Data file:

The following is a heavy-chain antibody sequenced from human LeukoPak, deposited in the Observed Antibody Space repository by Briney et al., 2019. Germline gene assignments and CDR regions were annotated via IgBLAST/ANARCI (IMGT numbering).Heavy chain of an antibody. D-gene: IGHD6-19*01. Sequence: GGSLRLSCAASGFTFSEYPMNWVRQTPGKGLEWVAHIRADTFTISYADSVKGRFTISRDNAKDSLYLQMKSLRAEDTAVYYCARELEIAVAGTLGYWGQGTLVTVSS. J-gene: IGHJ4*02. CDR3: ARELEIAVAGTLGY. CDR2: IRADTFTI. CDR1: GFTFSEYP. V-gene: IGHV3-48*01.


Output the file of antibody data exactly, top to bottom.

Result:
The following is a heavy-chain antibody sequenced from human LeukoPak, deposited in the Observed Antibody Space repository by Briney et al., 2019. Germline gene assignments and CDR regions were annotated via IgBLAST/ANARCI (IMGT numbering).Heavy chain of an antibody. D-gene: IGHD6-19*01. Sequence: GGSLRLSCAASGFTFSEYPMNWVRQTPGKGLEWVAHIRADTFTISYADSVKGRFTISRDNAKDSLYLQMKSLRAEDTAVYYCARELEIAVAGTLGYWGQGTLVTVSS. J-gene: IGHJ4*02. CDR3: ARELEIAVAGTLGY. CDR2: IRADTFTI. CDR1: GFTFSEYP. V-gene: IGHV3-48*01.